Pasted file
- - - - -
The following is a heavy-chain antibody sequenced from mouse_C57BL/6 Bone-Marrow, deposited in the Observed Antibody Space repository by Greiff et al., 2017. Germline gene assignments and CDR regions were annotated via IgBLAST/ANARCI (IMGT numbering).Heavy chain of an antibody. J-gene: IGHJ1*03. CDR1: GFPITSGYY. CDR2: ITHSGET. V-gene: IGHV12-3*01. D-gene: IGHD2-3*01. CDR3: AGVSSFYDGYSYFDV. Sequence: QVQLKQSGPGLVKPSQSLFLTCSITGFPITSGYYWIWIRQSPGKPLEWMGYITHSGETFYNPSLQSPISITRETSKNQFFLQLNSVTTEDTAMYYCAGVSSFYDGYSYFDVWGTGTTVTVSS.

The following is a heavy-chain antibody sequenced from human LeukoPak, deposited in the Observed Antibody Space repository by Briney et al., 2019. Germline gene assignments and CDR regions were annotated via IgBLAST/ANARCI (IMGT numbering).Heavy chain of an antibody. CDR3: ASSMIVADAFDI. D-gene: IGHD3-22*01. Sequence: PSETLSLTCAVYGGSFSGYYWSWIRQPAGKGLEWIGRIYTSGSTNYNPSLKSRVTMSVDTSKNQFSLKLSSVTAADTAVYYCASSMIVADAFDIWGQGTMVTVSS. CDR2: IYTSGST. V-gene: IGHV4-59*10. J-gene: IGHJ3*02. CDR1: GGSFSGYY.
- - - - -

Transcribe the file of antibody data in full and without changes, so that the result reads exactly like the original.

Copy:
The following is a heavy-chain antibody sequenced from mouse_C57BL/6 Bone-Marrow, deposited in the Observed Antibody Space repository by Greiff et al., 2017. Germline gene assignments and CDR regions were annotated via IgBLAST/ANARCI (IMGT numbering).Heavy chain of an antibody. J-gene: IGHJ1*03. CDR1: GFPITSGYY. CDR2: ITHSGET. V-gene: IGHV12-3*01. D-gene: IGHD2-3*01. CDR3: AGVSSFYDGYSYFDV. Sequence: QVQLKQSGPGLVKPSQSLFLTCSITGFPITSGYYWIWIRQSPGKPLEWMGYITHSGETFYNPSLQSPISITRETSKNQFFLQLNSVTTEDTAMYYCAGVSSFYDGYSYFDVWGTGTTVTVSS.

The following is a heavy-chain antibody sequenced from human LeukoPak, deposited in the Observed Antibody Space repository by Briney et al., 2019. Germline gene assignments and CDR regions were annotated via IgBLAST/ANARCI (IMGT numbering).Heavy chain of an antibody. CDR3: ASSMIVADAFDI. D-gene: IGHD3-22*01. Sequence: PSETLSLTCAVYGGSFSGYYWSWIRQPAGKGLEWIGRIYTSGSTNYNPSLKSRVTMSVDTSKNQFSLKLSSVTAADTAVYYCASSMIVADAFDIWGQGTMVTVSS. CDR2: IYTSGST. V-gene: IGHV4-59*10. J-gene: IGHJ3*02. CDR1: GGSFSGYY.